Sounds like quite a project. Could run into some money. Do you all feel that the expense will even be worth it? If the quality is as bad as you indicate, that's something to consider. Maybe they just made a bad mix from a reasonably good multi-track recording? Maybe they had no clue what they were doing, and the entire thing is sludge?

    Maybe they were monitoring the tape to mix all the levels in real time, which left some tracks low and some high, and not getting proper levels on any? A multi-track tape playback will sound terrible if all the recording levels were set to record at a good level, and played back without adjusting levels. Mixing is done after the tracks are recorded. Is this possible?

    Do any of you recall anything about that event? Any pics of the "studio", or gear? Can you find the guy who did it, and ask what he did to see if he remembers what it was and how? Was it even a "studio", or just someone who happened to have a mixer and tape deck?

    We don't know. You'll have to dig up those answers to see if it's feasible, or even desireable, to pursue.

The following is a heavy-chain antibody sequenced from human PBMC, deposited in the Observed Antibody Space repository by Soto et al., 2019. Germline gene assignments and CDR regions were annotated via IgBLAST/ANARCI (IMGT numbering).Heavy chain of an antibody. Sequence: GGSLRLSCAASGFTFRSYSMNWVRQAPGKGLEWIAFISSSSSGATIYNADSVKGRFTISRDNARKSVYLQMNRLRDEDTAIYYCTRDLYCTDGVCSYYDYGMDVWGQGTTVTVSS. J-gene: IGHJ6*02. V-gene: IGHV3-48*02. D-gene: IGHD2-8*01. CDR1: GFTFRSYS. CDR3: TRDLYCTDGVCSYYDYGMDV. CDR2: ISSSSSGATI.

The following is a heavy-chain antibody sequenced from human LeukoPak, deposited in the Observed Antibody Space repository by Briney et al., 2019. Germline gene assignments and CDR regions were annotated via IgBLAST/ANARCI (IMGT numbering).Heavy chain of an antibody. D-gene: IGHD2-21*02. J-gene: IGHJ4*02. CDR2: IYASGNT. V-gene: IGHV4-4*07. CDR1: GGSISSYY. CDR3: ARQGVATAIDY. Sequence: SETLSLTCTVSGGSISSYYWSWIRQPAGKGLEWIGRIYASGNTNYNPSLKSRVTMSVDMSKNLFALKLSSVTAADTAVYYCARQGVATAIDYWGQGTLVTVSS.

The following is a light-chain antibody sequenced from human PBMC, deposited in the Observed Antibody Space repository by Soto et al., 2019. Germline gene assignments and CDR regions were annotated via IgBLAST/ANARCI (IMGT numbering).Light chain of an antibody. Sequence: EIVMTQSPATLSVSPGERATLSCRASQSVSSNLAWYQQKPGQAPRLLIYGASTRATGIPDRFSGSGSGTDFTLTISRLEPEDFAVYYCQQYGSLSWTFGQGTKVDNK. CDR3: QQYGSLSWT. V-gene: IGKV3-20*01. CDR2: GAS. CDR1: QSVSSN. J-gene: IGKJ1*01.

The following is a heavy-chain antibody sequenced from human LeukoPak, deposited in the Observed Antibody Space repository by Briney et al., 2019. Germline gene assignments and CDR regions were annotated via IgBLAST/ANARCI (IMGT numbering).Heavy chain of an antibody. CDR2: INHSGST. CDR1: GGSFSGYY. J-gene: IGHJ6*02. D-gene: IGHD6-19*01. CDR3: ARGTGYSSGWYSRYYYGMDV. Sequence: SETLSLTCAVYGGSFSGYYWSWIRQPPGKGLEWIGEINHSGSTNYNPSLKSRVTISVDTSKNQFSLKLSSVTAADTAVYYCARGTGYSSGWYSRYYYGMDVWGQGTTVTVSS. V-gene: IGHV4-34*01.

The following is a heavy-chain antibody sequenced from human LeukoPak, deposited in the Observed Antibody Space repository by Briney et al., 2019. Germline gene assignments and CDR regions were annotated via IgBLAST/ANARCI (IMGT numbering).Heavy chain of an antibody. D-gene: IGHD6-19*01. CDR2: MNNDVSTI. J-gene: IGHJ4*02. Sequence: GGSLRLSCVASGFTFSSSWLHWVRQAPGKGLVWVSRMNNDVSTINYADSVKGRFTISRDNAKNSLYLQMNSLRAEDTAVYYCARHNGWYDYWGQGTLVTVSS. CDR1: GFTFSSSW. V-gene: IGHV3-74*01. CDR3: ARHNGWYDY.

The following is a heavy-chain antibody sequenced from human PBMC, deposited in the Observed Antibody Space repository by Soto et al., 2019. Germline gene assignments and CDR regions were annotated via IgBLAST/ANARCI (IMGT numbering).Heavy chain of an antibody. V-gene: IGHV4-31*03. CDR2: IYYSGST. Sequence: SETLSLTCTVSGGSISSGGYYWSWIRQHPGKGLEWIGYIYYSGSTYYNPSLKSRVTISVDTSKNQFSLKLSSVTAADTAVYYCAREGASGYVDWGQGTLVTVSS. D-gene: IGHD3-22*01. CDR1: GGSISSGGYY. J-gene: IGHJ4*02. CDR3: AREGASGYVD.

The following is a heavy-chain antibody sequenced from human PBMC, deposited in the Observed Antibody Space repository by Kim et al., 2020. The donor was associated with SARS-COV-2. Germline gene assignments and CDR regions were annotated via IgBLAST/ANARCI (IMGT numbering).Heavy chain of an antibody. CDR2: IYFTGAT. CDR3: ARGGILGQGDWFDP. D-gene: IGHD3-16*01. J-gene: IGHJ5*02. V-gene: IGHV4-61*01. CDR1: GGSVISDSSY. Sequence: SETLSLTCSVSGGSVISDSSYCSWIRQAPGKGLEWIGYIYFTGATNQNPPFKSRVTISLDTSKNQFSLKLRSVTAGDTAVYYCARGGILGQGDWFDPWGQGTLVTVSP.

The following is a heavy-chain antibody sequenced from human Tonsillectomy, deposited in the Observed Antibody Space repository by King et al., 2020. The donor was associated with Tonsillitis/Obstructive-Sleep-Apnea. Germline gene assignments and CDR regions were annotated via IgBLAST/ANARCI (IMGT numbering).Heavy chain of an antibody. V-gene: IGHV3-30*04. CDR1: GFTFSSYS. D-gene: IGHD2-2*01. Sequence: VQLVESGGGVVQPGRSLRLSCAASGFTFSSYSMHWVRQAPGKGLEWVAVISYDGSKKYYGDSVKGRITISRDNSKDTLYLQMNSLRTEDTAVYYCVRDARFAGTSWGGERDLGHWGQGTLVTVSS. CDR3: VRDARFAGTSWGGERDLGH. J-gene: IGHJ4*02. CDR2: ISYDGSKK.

Did I miss anything? :roll:

  3. sshack

    sshack Active Member

    Dec 25, 2007
    Atlanta, Ga
    Let's see if I can answer some of this...

    *I thought it may be 1/2", but the more I ponder it the more I'm beginning to think that it is in fact 1". I seem to recall damn near 10+/- tracks just for the drums. None the less, I'll find out soon enough.

    *Pretty sure it was a Fostex. I'll have the drummer look at the box and check out all of the specs. I'm sure this can (and hopefully will) tell a lot.

    *As far as how the mix went down, I really have no clue. I do remember that what we heard in the headphones and through monitors during playback sounded just never translated to cassette. Yes, cassette.

    *I don't want to assume what you're definition of a proper studio is, but I can say that there were iso booths, a drum room, plenty of mics, a large mixing console, plenty of outboard gear and a tape machine...all of the things that you would associate with a proper studio. It was in the basement of his house and he primarily recorded contemporary Christian music...having literally (as I recall) never recorded a distorted guitar before us. The reason we chose him was that he was cutting us a deal and he was a pretty nice guy without much attitude; and that meant much to us back then.

    *Regarding the cost to re-mix this; well, there's 5 of us and we've all expressed a certain degree of interest in trying to get it done, so I don't think the money would be much of an issue. I for one would throw a few hundred dollars at it if I thought the outcome could be favorable. A preliminary assessment would be great....maybe pay someone to check it out first. Anyone up for the task? :wink:

    That's about all I can come up with right now. It sounds do-able, but with many potential obstacles thrown in. Thanks for the comments, I welcome any other contributions.